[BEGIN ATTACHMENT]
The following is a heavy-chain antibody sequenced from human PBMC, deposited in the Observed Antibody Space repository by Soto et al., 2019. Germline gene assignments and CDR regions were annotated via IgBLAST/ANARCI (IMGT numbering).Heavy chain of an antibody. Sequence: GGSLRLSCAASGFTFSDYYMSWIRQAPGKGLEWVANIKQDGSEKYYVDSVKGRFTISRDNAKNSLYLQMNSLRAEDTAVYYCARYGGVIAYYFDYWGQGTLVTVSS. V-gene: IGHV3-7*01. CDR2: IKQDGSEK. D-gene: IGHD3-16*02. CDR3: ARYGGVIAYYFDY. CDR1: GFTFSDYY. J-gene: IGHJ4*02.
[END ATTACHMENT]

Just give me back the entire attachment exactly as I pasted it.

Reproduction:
The following is a heavy-chain antibody sequenced from human PBMC, deposited in the Observed Antibody Space repository by Soto et al., 2019. Germline gene assignments and CDR regions were annotated via IgBLAST/ANARCI (IMGT numbering).Heavy chain of an antibody. Sequence: GGSLRLSCAASGFTFSDYYMSWIRQAPGKGLEWVANIKQDGSEKYYVDSVKGRFTISRDNAKNSLYLQMNSLRAEDTAVYYCARYGGVIAYYFDYWGQGTLVTVSS. V-gene: IGHV3-7*01. CDR2: IKQDGSEK. D-gene: IGHD3-16*02. CDR3: ARYGGVIAYYFDY. CDR1: GFTFSDYY. J-gene: IGHJ4*02.